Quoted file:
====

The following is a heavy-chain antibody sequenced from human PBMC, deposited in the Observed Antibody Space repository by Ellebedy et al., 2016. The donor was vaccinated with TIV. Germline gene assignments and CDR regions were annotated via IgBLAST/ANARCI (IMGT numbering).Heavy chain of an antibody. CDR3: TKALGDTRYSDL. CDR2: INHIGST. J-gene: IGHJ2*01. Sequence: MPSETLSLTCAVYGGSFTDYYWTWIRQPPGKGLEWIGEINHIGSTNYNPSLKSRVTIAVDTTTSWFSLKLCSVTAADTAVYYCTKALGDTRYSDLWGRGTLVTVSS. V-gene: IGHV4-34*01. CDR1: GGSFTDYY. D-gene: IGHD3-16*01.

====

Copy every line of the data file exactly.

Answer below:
The following is a heavy-chain antibody sequenced from human PBMC, deposited in the Observed Antibody Space repository by Ellebedy et al., 2016. The donor was vaccinated with TIV. Germline gene assignments and CDR regions were annotated via IgBLAST/ANARCI (IMGT numbering).Heavy chain of an antibody. CDR3: TKALGDTRYSDL. CDR2: INHIGST. J-gene: IGHJ2*01. Sequence: MPSETLSLTCAVYGGSFTDYYWTWIRQPPGKGLEWIGEINHIGSTNYNPSLKSRVTIAVDTTTSWFSLKLCSVTAADTAVYYCTKALGDTRYSDLWGRGTLVTVSS. V-gene: IGHV4-34*01. CDR1: GGSFTDYY. D-gene: IGHD3-16*01.